Lea Lane 11:06
As far as reforestation, I will say, when I was a child, I remember planting a tree in Israel, not really planting it, but saving pennies to go toward planting a tree as a child. And that was when Israel was a young nation, mostly desert. Years later, when I returned, I planted a tree in person. And it was so touching to know that somewhere in the forest, and there were many, many green forest, then, over 50 years later that my tree was standing tall. So that's something that, you know, has been around a long while in some areas of the of the world. But I think we have to be more aware of our carbon offset. How about eating local? I mean, I think that we all know, we should shop in local markets, and it's healthier and but the slow eating movement, which started in Italy, in the 80s, has led to a movement called slow travel. Do you want to talk about that?
Florence Quinn 12:07
Yes, I love slow travel. And I think that's here to stay. And I think that also got amplified during COVID. Someone, I think it was an editor at Travel and Leisure said on a panel, there's no longer about where I'm going to vacation. But what house am I going to go to next, which is part of the slow travel movement, go one place and stay there for a while and just live the way you would live at home, which I think includes less consumption, and being more mindful of one's environment and nature. I personally have a garden here at home in Westport, Connecticut where I live, which is very satisfying to be able to just eat from the garden as much as we can. And of course, we have a lot a lot of hotels are doing that a lot of chefs are into gardening and having gardens and farm to table as much as possible, which is a wonderful movement.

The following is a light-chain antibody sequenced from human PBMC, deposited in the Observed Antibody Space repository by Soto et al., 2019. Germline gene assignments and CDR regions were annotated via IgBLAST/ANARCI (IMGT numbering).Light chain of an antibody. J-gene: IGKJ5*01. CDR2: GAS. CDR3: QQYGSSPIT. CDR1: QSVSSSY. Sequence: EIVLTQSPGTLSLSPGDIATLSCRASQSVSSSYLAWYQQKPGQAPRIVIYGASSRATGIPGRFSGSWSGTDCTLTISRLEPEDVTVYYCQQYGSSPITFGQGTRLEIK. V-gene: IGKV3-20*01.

Lea Lane 12:58
In terms of travel, there are tour operators who are actually having special longer stays of a month or more at many resorts, they're turning their their fast travel into slower travel, and cruise lines, like as Amara and other. Other lines are staying more overnights at ports. So this is something that we've been doing a little bit for reasons of slow travel and sustainability. But also because people want to stay longer. Now I think this idea of rushing around and not seeing what we're doing, you know, a little bit here a little bit there, it isn't working so well. So I think you're right, the pandemic has made this even more obvious. I know, the next trip I'm taking is I'm booking a house for a month I'm not going for I'm just gonna stay somewhere and enjoy it.
Florence Quinn 13:45
And just vacationing, are you also going to work from there.
Lea Lane 13:48
I'm going to work a little bit from there, but it's just to get away and to enjoy somewhere else. It's, you know, the same thing, the same reason I travel, to enjoy a place to learn about it.